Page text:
Amelogenesis imperfecta is a collection of genetic conditions that most often presents intraorally with generalized hypomineralization. Treatment requires a multidisciplinary approach and close professional collaboration. Although treatment methods vary, most patients initially require anterior composite restorations and posterior stainless steel crowns on high-risk teeth to allow for healthy psychosocial development and posterior function. Following growth and development, patients often require full-arch restorations in conjunction with crown lengthening surgery since hypomineralization and wear minimize available tooth structure. This case report documents the multidisciplinary treatment of a patient suffering from amelogenesis imperfecta and highlights the significance of interdisciplinary collaboration.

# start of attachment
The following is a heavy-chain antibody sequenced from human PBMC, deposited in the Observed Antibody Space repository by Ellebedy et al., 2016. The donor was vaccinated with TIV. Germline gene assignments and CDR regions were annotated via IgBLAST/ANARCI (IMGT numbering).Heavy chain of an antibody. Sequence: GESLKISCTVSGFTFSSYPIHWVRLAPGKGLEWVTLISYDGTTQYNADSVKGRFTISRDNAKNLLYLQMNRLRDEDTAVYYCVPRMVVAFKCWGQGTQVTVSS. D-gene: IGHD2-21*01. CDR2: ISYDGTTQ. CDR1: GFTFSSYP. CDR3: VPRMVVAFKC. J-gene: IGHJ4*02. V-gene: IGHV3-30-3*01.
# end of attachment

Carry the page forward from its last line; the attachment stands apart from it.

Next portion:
Amelogenesis imperfecta is an uncommon genetic condition affecting the enamel. More specifically, it causes hypomineralization or hypoplasia.1 Epidemiologically, the disease prevalence ranges from 1:700 to 1:14,000.2,3 The different classifications of the disease are organized either by clinical presentation or genetic mutation. Alterations to the secretory stage of tooth development can cause amelogenesis imperfecta via mutations in AMELX (X-linked) or ENAM (autosomal dominant) genes. Likewise, mutations in MMP20 and LKL4 genes (autosomal recessive) result in softer enamel.4 Amelogenesis imperfecta affects enamel of all teeth, and hypoplasia is often associated with discoloration and hypersensitivity.1 Treatment of these patients is very challenging since restorations are required on every tooth. Moreover, the quality of the existing tooth structure can complicate the quality of final restorations as inadequate etching can result in less retention and more leakage. Coronal restorations in patients with amelogenesis imperfecta had a survival rate of 50% compared to a survival rate of 80% in patients with normal enamel.5 A conservative treatment option may include direct resin restorations, but this choice may only be a transitional treatment until patients finish growth.6 More often, full-coverage restorations are necessary for proper restoration and can be metal, stainless steel, ceramic, or porcelain-fused-to-metal.7 Full-coverage restorations in patients with amelogenesis imperfecta are predictable and comparable to full-coverage restorations placed in healthy patients.5 Because of the wear, most full-mouth cases require crown lengthening surgery in order to provide adequate tooth structure.8 Restoring and treating patients with amelogenesis imperfecta is a complicated task that requires an interdisciplinary approach and a comprehensive plan.